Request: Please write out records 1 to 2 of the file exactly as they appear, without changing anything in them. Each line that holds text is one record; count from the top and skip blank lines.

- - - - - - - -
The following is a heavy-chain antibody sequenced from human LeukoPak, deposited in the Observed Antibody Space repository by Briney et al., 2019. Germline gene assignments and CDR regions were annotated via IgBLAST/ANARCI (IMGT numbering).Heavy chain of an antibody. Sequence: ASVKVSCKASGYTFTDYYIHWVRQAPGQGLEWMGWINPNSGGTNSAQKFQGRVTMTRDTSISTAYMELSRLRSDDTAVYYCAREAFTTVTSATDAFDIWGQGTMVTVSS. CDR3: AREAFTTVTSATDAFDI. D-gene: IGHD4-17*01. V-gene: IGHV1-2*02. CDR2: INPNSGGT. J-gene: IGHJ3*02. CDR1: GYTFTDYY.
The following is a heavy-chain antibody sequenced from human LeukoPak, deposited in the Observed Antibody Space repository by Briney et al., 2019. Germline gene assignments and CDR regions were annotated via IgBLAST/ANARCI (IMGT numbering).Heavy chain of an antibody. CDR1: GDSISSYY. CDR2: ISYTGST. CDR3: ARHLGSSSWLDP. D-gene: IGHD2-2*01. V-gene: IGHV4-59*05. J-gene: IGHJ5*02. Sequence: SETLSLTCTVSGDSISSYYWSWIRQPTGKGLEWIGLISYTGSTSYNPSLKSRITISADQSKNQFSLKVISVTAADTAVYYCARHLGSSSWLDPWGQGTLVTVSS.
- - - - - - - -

The following is a heavy-chain antibody sequenced from human LeukoPak, deposited in the Observed Antibody Space repository by Briney et al., 2019. Germline gene assignments and CDR regions were annotated via IgBLAST/ANARCI (IMGT numbering).Heavy chain of an antibody. Sequence: ASVKVSCKASGYTFTDYYIHWVRQAPGQGLEWMGWINPNSGGTNSAQKFQGRVTMTRDTSISTAYMELSRLRSDDTAVYYCAREAFTTVTSATDAFDIWGQGTMVTVSS. CDR3: AREAFTTVTSATDAFDI. D-gene: IGHD4-17*01. V-gene: IGHV1-2*02. CDR2: INPNSGGT. J-gene: IGHJ3*02. CDR1: GYTFTDYY.
The following is a heavy-chain antibody sequenced from human LeukoPak, deposited in the Observed Antibody Space repository by Briney et al., 2019. Germline gene assignments and CDR regions were annotated via IgBLAST/ANARCI (IMGT numbering).Heavy chain of an antibody. CDR1: GDSISSYY. CDR2: ISYTGST. CDR3: ARHLGSSSWLDP. D-gene: IGHD2-2*01. V-gene: IGHV4-59*05. J-gene: IGHJ5*02. Sequence: SETLSLTCTVSGDSISSYYWSWIRQPTGKGLEWIGLISYTGSTSYNPSLKSRITISADQSKNQFSLKVISVTAADTAVYYCARHLGSSSWLDPWGQGTLVTVSS.